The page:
Kidney Transplant among Reasons for Teacher Changes


Amanda Young, Staff Writer

With 1 quarter still remaining in the school year, several courses will be guided to the finish line by long-term substitutes.  Mandarin teacher Susan Olson, Honors Geometry and AP Statistics teacher Ken Ingersoll, and Chemistry teacher Rachel Eaton have each stepped away from their respective classrooms.

According to an email announcement from Principal John Walker, Olson’s departure is due to “unforeseen scheduling conflicts.” Meanwhile, Eaton has told her classes that she is taking the remainder of the school year to receive and recover from a kidney transplant.  Ken Ingersoll is currently on a leave of absence.

Sabrina Wun has been hired to finish the year with the Mandarin classes and Spencer Quam has been hired to cover the open math courses.

Coverage for Eaton’s course has required an impressive reshuffle within the science department. Current science teacher Cheryl Rego has given up her Physics class to take over for Eaton in AP Chemistry. Physics and AP Physics 2 teacher Betty Watson has in turn taken over Rego’s Physics class, and Meryl Burton has come aboard to cover Eaton’s Chemistry classes.

Students will also perform a measure of acrobatics as they try to adapt to the style of new instructors. “It’s kind of starting over in a way, like the 1st day of school. You have that fear or worry; you don’t really know this new teacher or what their rules are and stuff,” said junior Adriana Derksen, an AP Chemistry student. “But in terms of academics, I think our new teacher is trained in AP Chemistry so I don’t think it will really be a problem in making sure we learn all of the information we need.”

Eaton’s announcement came relatively suddenly, on March 19, after she learned that a match had been found for the transplant.  In an email to the staff, Eaton said, “I am excited and honored to be able to participate in a paired exchange program, which means that my brother and I are paired as donor and recipient, but his kidney will go to someone other than me and I will get a kidney from someone who is a better match for me. Mine will come from an altruistic donor in Wisconsin!”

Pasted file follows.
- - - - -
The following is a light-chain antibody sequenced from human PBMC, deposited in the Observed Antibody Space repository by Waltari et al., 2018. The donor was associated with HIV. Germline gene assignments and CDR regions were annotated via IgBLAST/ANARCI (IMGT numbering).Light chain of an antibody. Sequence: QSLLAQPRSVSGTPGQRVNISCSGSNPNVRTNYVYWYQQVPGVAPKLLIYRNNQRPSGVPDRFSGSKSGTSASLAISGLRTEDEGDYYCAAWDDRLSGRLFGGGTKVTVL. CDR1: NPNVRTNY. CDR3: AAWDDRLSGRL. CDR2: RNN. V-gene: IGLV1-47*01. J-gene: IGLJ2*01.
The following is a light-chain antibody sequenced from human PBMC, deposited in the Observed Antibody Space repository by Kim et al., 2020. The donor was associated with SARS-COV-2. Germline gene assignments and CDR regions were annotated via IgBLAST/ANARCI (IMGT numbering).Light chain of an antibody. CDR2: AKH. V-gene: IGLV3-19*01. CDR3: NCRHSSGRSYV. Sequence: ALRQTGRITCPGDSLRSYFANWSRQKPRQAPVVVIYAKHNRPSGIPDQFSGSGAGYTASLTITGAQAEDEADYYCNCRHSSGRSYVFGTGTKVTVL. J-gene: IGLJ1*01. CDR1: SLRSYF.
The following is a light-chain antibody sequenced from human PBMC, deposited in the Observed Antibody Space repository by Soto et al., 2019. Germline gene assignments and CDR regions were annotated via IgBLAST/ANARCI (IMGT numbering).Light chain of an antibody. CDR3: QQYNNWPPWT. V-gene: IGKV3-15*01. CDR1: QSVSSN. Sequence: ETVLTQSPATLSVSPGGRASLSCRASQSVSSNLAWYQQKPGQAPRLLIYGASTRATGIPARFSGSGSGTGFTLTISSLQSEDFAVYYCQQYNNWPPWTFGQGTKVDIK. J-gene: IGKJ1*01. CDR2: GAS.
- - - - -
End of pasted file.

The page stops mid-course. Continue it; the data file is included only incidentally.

Watson explained that, while the science department knew Eaton’s departure for an organ transplant could happen at any time, they only confirmed the exact time about 2 weeks in advance.

Watson doesn’t anticipate any major difficulties. “I’m already teaching 2nd period Physics, so teaching 1st period Physics; Mrs. Rego and I do the same curriculum, so it’s really not hard to take on another period,” she said.

“Of course, we’ll all miss [Eaton]. We’re all excited for her, because this is something she needs to do. We’re all happy for her that she’s getting this done,” added Watson.

It may be difficult for some of Eaton’s students to continue undistracted as their teacher undergoes the medical procedure however. “I think it’s more just the emotional part because I know at least me, and a lot of other people in that class, had [Eaton] for 2 years and she was our only chemistry teacher so it’s strange to change to a new teacher,” Derksen said.

Freshman Chris Ruane, whose Mandarin 1 and Honors Geometry classes have been affected by the changes, said he’s happy with his new instructors. “I feel like it’s kind of hard to have a teacher transition mid-year because you get used to the teaching style but both the teachers that we’ve gotten, I’ve liked them,” said Ruane.

Derksen is not yet certain how the change will ultimately impact her learning. “It’ll be difficult because Eaton has a very specific style of learning and if you learn well from her then the way she teaches is really good. I don’t really know how the new teacher will teach or how her style will differ,” she said.

Freshman Ellie Olson expects the transition to a new instructor to be difficult. “I was kind of disappointed because a lot of times you have things you have to do with your other teacher that you’ve had planned for the whole year. Like, we were going to do an early final and I also had to make up a test. When the [substitute] teacher doesn’t have a lot of experience with the class, it’s hard for it to go over as smoothly,” she said.

With AP Exams approaching quickly, upperclassmen have the added pressure of adjusting to their substitute’s teaching style while also preparing for the AP tests.

Luckily, according to Derksen, her AP Chemistry class has covered almost all of the material already. “We’re basically done learning information at this point, so it’ll mostly be reviewing so I’m hoping that it won’t be a huge change, reviewing with Mrs. Eaton or reviewing with Mrs. Rego,” said Derksen.